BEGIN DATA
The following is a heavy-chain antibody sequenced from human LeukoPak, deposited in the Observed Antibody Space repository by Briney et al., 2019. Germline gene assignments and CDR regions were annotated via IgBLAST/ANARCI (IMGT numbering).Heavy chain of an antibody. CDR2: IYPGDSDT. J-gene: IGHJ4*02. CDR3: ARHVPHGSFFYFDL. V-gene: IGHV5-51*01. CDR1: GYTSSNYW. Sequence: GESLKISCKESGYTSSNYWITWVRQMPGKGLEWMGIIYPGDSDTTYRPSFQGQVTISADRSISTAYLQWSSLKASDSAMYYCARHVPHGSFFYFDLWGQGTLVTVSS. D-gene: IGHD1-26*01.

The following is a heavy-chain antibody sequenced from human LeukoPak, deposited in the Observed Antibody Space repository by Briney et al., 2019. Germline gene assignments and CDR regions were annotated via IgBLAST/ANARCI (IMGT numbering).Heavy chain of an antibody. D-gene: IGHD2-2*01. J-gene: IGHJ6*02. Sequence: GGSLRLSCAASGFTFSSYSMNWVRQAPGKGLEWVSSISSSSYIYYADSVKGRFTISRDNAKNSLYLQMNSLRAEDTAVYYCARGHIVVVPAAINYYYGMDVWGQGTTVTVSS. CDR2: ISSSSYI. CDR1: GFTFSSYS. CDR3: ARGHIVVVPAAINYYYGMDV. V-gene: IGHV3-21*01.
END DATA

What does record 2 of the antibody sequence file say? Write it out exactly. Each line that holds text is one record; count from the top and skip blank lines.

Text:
The following is a heavy-chain antibody sequenced from human LeukoPak, deposited in the Observed Antibody Space repository by Briney et al., 2019. Germline gene assignments and CDR regions were annotated via IgBLAST/ANARCI (IMGT numbering).Heavy chain of an antibody. D-gene: IGHD2-2*01. J-gene: IGHJ6*02. Sequence: GGSLRLSCAASGFTFSSYSMNWVRQAPGKGLEWVSSISSSSYIYYADSVKGRFTISRDNAKNSLYLQMNSLRAEDTAVYYCARGHIVVVPAAINYYYGMDVWGQGTTVTVSS. CDR2: ISSSSYI. CDR1: GFTFSSYS. CDR3: ARGHIVVVPAAINYYYGMDV. V-gene: IGHV3-21*01.